Meg stood in the kitchen, looking at the piles of dirty dishes.

“I think I’ll leave it,” she said, more to herself than to anyone else. “I can do it tomorrow.”

“I can help?” Gillian offered, but Meg shook her head, she had made the decision.

“I want to enjoy the sunshine,” she stopped. Looked at Gillian. Really looked. “When will I see you again?” she asked, and The Three Degrees started up in Gillian’s head.

“Christmas, I suppose, if you’re coming back?”

Meg nodded slowly. She was going to Oxford to study English, and all of a sudden Oxford seemed a long way away. Christmas seemed a long way away. School would be forgotten, friendships would be left to die a slow, long, painless death and memories would no longer be remembered, but left forgotten, replaced by the people and moments that would suddenly seem like so much more.

 “You’ll still be here?” Meg asked, though Gillian had no idea why. She had no plans to leave, no wish to leave.

“I’ve got the farm. My grandad’s getting too old – ”

Meg cut her off, caught up with her own train of thought, “It’s funny, thinking of you shearing sheep.”

“Don’t think I’ll be doing much of that,” Gillian laughed, pushed her hands into the pockets of her shorts and made her way back to the open door. “You can visit me in the spring. Help me with the lambing?”

“I’d like that,” she said vaguely, beginning to follow Gillian out of the door.

“Actually,” she stopped half in and out of the kitchen.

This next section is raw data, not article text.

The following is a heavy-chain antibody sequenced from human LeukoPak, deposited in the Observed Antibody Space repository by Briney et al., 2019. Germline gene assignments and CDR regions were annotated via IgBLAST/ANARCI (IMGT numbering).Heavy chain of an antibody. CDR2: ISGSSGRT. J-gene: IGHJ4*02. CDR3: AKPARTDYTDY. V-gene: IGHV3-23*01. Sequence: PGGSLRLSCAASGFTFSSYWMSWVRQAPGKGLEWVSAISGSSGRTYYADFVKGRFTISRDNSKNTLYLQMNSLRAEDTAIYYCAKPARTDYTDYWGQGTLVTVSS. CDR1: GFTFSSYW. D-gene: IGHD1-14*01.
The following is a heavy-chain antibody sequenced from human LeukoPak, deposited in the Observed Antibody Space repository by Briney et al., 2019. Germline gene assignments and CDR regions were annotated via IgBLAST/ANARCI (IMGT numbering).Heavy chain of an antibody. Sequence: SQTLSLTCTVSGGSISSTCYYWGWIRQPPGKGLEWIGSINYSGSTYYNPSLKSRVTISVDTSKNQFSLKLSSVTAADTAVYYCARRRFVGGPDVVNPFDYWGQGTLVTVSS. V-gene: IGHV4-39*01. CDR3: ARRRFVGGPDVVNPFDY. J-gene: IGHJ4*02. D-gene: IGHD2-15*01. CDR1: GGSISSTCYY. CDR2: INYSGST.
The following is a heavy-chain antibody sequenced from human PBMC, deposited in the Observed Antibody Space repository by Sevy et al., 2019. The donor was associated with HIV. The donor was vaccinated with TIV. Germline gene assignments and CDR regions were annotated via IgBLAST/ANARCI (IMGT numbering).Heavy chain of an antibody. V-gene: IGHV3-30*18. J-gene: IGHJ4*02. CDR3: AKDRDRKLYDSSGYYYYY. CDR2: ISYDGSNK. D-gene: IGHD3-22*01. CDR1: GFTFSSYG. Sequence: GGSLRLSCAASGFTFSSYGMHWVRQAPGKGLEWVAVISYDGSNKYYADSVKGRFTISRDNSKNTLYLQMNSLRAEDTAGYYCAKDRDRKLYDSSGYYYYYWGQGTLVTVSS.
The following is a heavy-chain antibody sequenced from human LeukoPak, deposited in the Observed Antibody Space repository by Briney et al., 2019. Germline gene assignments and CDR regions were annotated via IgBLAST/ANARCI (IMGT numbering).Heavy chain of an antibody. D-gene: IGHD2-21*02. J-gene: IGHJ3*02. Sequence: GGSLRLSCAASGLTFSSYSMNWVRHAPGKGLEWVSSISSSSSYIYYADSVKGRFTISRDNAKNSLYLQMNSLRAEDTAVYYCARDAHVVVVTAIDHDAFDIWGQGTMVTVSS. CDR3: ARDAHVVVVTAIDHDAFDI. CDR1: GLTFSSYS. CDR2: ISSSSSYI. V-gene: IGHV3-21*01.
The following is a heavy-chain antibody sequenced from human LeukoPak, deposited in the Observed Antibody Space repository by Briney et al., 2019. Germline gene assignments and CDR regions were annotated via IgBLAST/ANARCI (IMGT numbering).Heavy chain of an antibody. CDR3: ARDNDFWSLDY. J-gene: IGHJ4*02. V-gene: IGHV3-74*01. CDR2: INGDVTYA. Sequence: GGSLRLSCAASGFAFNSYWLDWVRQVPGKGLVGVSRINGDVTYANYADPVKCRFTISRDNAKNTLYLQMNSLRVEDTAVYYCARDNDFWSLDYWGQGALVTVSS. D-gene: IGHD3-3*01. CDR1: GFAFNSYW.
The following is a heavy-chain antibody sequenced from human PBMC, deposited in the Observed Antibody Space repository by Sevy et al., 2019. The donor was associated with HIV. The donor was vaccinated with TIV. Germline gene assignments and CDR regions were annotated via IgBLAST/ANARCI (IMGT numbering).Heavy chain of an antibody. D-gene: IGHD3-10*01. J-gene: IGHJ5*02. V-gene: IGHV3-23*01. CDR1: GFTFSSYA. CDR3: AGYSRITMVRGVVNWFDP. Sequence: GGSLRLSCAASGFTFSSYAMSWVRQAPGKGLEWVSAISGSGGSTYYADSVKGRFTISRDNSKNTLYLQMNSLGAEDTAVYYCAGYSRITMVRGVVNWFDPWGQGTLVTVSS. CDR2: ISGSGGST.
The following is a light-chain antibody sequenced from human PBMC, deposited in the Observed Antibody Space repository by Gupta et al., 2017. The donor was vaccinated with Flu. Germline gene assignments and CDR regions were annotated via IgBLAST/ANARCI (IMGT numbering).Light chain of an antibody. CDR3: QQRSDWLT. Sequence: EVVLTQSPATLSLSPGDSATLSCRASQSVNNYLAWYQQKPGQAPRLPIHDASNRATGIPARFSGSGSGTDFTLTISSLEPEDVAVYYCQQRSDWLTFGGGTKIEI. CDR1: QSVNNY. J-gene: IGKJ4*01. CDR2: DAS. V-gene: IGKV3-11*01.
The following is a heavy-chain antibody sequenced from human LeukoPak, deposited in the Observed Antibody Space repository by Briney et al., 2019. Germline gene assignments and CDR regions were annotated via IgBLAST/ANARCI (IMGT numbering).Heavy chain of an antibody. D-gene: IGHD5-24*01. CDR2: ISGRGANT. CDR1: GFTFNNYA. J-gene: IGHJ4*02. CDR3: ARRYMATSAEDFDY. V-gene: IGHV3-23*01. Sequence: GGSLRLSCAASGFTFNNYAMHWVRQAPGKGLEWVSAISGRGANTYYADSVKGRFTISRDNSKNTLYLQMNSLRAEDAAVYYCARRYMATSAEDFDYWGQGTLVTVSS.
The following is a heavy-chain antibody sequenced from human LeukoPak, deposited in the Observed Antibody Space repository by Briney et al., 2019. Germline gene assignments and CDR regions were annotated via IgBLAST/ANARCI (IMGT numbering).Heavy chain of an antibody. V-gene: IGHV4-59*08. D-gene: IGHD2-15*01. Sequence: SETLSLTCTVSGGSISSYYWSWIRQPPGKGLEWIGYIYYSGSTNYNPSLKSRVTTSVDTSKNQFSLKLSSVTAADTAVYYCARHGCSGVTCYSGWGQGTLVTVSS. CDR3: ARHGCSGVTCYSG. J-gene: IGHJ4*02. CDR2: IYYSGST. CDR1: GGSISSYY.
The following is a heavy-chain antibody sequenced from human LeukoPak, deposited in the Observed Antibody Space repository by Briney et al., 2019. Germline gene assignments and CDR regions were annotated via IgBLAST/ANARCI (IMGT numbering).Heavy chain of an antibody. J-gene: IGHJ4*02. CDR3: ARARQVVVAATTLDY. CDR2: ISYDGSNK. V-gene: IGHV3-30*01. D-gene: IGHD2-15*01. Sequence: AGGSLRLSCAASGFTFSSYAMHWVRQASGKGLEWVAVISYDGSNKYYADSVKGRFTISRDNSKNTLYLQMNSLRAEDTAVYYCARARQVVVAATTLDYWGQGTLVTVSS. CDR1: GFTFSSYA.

“Actually, can—can I talk to you?”

Gillian flicked a glance her way.


She imagined at this bleary point in the afternoon Meg just wanted to talk more about lambing, university, or some obscure book she just read but couldn’t remember the name of.

 They stood by the side entrance to the house between the door and the porch where the last few roses of summer were thick and sweet-smelling and turning brown at the edges.

“I want to talk to you. I wanted to talk to you about – ” she stopped, made to restart and stopped again. “I wanted to – ” she gave up. Almost laughed, and then, in a moment of madness, grasped Gillian’s wrist with one hand, the back of her neck with the other, flinched at the muffled squawk of surprise, ignored another protesting syllable, lost her balance so that she inadvertently had Gillian up against a hopefully not-too-hot wall, and kissed her.

But this sudden, attention-grabbing flourish quickly transformed into something deeper, slower, more sensual, something that got better and better, an ardent give-and-take that defied expectation. A thousand kisses condensed into one, a book of a thousand pages fluttering to conjure the beauty of a single word, a thousand sensations distilled into one moment: the sun-warmed wall at her back, Meg’s hands pulling her closer, and a sweetness like biting into an overripe fruit, and that thousand-page book was on fire, everything must be rewritten, reworked, retold because the fire, this fire, consumed it all.

Meg was the one who pulled back first. Blue eyes wide. She took another step back, flexed her fingers and folded her arms tightly across her chest.

“I’m sorry,” she whispered too quickly. “I’m sorry.”

Published by Tipping the Scales Press

Available to purchase as an e-book or paperback from Amazon 

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